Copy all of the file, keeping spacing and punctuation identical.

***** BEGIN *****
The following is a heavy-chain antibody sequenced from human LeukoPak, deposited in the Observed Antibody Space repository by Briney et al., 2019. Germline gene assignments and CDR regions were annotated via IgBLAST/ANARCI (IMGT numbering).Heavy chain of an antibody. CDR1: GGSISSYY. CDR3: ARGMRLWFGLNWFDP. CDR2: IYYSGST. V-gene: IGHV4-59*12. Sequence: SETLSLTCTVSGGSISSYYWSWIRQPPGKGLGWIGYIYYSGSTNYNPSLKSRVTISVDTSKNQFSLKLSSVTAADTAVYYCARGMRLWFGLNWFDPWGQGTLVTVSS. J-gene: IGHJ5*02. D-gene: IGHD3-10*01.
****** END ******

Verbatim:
The following is a heavy-chain antibody sequenced from human LeukoPak, deposited in the Observed Antibody Space repository by Briney et al., 2019. Germline gene assignments and CDR regions were annotated via IgBLAST/ANARCI (IMGT numbering).Heavy chain of an antibody. CDR1: GGSISSYY. CDR3: ARGMRLWFGLNWFDP. CDR2: IYYSGST. V-gene: IGHV4-59*12. Sequence: SETLSLTCTVSGGSISSYYWSWIRQPPGKGLGWIGYIYYSGSTNYNPSLKSRVTISVDTSKNQFSLKLSSVTAADTAVYYCARGMRLWFGLNWFDPWGQGTLVTVSS. J-gene: IGHJ5*02. D-gene: IGHD3-10*01.